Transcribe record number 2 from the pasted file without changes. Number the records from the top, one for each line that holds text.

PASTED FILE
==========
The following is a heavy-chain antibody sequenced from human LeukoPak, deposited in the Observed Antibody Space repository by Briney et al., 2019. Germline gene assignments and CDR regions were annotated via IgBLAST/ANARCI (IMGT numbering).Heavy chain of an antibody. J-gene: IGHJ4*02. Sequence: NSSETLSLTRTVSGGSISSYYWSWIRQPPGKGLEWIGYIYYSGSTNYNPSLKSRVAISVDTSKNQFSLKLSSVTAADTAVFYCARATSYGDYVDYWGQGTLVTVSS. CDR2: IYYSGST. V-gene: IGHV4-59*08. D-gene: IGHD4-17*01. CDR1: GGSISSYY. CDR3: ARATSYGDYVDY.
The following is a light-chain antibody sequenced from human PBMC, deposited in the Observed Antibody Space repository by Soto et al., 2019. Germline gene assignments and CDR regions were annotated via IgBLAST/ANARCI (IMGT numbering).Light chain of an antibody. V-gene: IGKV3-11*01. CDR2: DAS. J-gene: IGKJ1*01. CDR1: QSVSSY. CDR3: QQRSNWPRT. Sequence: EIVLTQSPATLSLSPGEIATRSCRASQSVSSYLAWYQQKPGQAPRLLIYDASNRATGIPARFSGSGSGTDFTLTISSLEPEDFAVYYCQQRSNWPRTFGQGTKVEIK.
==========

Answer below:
The following is a light-chain antibody sequenced from human PBMC, deposited in the Observed Antibody Space repository by Soto et al., 2019. Germline gene assignments and CDR regions were annotated via IgBLAST/ANARCI (IMGT numbering).Light chain of an antibody. V-gene: IGKV3-11*01. CDR2: DAS. J-gene: IGKJ1*01. CDR1: QSVSSY. CDR3: QQRSNWPRT. Sequence: EIVLTQSPATLSLSPGEIATRSCRASQSVSSYLAWYQQKPGQAPRLLIYDASNRATGIPARFSGSGSGTDFTLTISSLEPEDFAVYYCQQRSNWPRTFGQGTKVEIK.